Each year the Office for National Statistics crunches an impressive quantity of data, in what’s called the Annual Survey of Hours and Earnings, from which the general public and other interested stakeholders can find out useful information on average earnings, the distribution of earnings, gender pay differences, and private and public sector pay, amongst other factors. Small wonder statisticians are handsomely rewarded for their efforts.
Many of us feel that we’re working harder but for less pay. So what can we learn from this year’s report? (Note: the data contained in the report is still marked as “provisional” data.)
*All data is sourced from the Office of National Statistics 2014 report ONS
**Full time means working 30 paid hours per week
The average weekly pay for full-time employees is £518
It’s up ever-so-slightly from last year (by a staggering 0.1% percentage points), but it has the dubious honour of being the smallest growth since 1997. The average taken is a median measure which, for those of you not mathematically inclined – as I am not – means that it’s the middle salary value that is taken if you arrange all the salaries in order, from lowest to highest. The benefit of using a median measure is that it will be unaffected by outlier salaries: exceptionally low or exceptionally high salaries. When you adjust for inflation, weekly earnings are down by 1.6% from 2013.
The bottom 10% of the pay distribution scale earn less than £288 per week, while at the opposite end of the scale, the top 10% earn £1,024 per week, a factor that can be overlooked when focusing on median measures.
196,000 jobs are paid less than the minimum wage
Make sure you know what your minimum wage entitlement is. The rates are typically updated every October. If you are over 21, currently the minimum wage is £6.50; up a bit from last year.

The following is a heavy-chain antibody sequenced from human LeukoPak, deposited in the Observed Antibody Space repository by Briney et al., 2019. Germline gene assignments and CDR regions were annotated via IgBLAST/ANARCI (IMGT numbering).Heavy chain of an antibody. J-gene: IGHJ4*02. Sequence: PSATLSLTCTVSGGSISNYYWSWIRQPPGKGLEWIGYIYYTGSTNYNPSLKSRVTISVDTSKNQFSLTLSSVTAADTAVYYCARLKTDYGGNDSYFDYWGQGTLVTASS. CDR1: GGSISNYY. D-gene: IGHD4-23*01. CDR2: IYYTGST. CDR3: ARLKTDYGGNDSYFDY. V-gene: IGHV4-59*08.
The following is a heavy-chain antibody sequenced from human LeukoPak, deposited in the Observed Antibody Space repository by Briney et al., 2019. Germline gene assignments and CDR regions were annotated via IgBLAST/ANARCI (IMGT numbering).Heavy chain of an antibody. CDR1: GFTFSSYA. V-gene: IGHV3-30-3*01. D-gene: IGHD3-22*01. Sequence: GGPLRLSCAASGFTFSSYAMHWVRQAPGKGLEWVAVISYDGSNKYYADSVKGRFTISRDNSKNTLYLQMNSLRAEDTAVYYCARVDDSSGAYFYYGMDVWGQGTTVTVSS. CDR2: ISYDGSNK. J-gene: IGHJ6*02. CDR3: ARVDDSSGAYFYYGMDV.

Based on the figures 196,000 workers over the age of 21 are paid less than the national minimum wage and this represents 0.8% of jobs in this group.
London tops the median average weekly pay for full-time workers at £660 per week
Workers in London are paid £119 more per week than the next highest area which is the South East (£541). In third place is Scotland (£519.4). Northern Ireland has the lowest average weekly pay at £457.2.
Why not have a look at the chart to see how your region stacks up – you can download the data here. The ONS have also included a magical interactive tool which allows you to see how well your borough performs regarding pay, and who’d have thought it: in Tower Hamlets, hardly the acme of prosperity (it’s better known for social deprivation), the average weekly wage is £821. Unsurprisingly, the City of London enjoys the highest median gross weekly earnings at £928. You can have a go with the interactive tool here.
The gender pay gap has narrowed to 9.4% (based on median hourly pay)
This is good news; in 2013 the gender pay gap was 10%. This is the lowest on record. There is a clear overall downward trend, from 17.45% in 1997.
Working fewer hours just doesn’t quite cut it. Sure, full timers earn £518 per week and part-timers earn £161.1 per week. But a look at the hourly rate shows that full time employees get £13.08 and part time employees earn £8.33 an hour.
Private and public sector pay differences
The median gross weekly earnings for those in full time employment went up by 1.0% in the public sector. In the private sector the increase was 0.7%. Jobs in the private sector earn £493 per week, compared with £579 per week in the public sector. However, comparisons between public sector and private sector pay isn’t straight forward as the composition of the workforce is quite different – for example, the lowest paid occupations tend to exists in the private sector and there are more graduate and professional jobs in the public sector.
£769.20 per week for directors, senior officials and managers
But you’re not surprised by this, are you? The poorest paid jobs however are in sales, and customer services and caring occupations.
The ONS report is very detailed and insightful - It’s worth taking a look. Let us know how you feel about the findings of the report and more importantly, how the data will impact your job search.